On one hand, buying and investment property is a straightforward process however, with so many things to think about it can also become quite daunting. Making a mistake can cost $100,000’s over the long-term and one of the biggest and most import decisions is, “where to buy?”
Many of us feel we want the emotional luxury of buying close to home so that we can drive past and admire our bricks and mortar as well as show them to friends and family. However, as investments should be all figures and no heart - often it’s better to do your research and cast the net wider.
If you spent 45 minutes with Chris discussing your property plans and options, would that give you a great head start for 2012?
Could he help you to identify all the different property investing options available to you and then assist to work out the pros and cons to each of them?
Are you in a dilemma as to whether to buy now or wait till later?
By RUN Property CEO Rob Farmer
Property owners can substantially increase the cashflow from their investments – and accelerate the growth of their property portfolio – by doing minor and often inexpensive improvements.
It is amazing how many landlords overlook the presentation and renovation of their investment properties when a few carefully spent dollars can make the world of difference to the appearance of the property and therefore competition to rent it.
I feel that one of the biggest myths in the Real Estate Industry is that the “spring auction period” is the best time to buy and sell and that the property market dies in December and January.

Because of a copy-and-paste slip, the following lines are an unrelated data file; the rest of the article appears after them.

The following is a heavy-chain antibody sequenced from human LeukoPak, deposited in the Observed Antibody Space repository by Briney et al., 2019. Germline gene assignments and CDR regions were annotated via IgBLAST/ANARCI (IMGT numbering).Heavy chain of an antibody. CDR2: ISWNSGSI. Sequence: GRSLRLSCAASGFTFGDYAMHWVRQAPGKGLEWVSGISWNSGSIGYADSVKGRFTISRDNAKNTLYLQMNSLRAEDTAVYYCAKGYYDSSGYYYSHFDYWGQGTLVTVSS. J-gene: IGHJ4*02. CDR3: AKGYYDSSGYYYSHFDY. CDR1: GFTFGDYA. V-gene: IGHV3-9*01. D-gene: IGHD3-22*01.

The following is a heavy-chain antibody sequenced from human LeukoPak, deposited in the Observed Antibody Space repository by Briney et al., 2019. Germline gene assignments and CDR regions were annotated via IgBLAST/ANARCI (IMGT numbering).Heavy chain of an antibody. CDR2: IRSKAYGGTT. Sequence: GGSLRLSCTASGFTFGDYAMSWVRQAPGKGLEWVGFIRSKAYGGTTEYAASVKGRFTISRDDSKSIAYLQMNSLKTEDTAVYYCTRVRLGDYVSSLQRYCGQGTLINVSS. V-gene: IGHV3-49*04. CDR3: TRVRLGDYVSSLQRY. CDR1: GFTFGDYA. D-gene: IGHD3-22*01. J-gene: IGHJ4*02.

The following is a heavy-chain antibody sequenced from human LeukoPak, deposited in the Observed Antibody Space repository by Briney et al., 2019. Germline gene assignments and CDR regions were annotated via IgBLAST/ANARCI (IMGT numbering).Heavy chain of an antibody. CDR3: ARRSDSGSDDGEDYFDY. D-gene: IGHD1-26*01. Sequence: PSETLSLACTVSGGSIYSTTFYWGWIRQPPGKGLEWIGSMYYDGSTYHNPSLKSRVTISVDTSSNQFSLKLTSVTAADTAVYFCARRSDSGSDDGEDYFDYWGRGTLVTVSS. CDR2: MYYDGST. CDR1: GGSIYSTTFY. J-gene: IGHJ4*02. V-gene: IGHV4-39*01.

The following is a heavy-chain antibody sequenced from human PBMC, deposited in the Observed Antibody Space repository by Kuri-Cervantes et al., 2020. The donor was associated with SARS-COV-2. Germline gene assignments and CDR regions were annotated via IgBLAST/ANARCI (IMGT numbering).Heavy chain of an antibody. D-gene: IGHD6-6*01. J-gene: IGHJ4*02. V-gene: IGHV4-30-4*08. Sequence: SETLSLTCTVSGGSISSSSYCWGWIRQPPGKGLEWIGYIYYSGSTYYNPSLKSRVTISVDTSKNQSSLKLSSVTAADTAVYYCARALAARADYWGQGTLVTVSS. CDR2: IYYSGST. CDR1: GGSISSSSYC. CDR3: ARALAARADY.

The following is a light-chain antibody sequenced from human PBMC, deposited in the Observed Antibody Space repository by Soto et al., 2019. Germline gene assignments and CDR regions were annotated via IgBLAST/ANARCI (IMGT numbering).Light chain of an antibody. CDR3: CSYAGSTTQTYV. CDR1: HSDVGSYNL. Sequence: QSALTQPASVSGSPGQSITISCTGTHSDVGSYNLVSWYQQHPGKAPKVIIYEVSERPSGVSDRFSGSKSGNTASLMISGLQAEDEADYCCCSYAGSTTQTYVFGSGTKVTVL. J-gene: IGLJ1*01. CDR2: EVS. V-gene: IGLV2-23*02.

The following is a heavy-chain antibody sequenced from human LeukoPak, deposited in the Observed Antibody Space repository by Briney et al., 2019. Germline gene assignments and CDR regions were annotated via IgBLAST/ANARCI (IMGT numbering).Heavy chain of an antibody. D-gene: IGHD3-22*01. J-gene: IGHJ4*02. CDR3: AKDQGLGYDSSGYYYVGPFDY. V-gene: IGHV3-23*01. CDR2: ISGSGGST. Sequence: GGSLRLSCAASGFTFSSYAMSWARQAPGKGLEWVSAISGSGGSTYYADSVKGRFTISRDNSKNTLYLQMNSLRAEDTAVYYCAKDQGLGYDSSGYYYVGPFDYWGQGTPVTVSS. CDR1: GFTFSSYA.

Personally I’ve had some of my best selling and buying experiences around this happy (or maybe silly is a better word?!) time of year. With more time to ponder their needs, people are often more focused on the job of buying and selling properties. And sometimes, vendors will sharpen their pencils so that their property is snapped up before Christmas and New Year!
Traditionally when you purchased an investment property you would apply for finance from the banks while the remaining costs such as stamp duty, legal fees and renovation costs would have to come out of your own pocket.
These days though many people have equity in their property, so owners are allowed to refinance and draw down on that equity, creating a “cash allowance” for improvements without having to dip into hard-earned savings.
But what if you don’t have enough equity or savings to fund that much needed renovation, and can you justify the spend if you were to carry it out?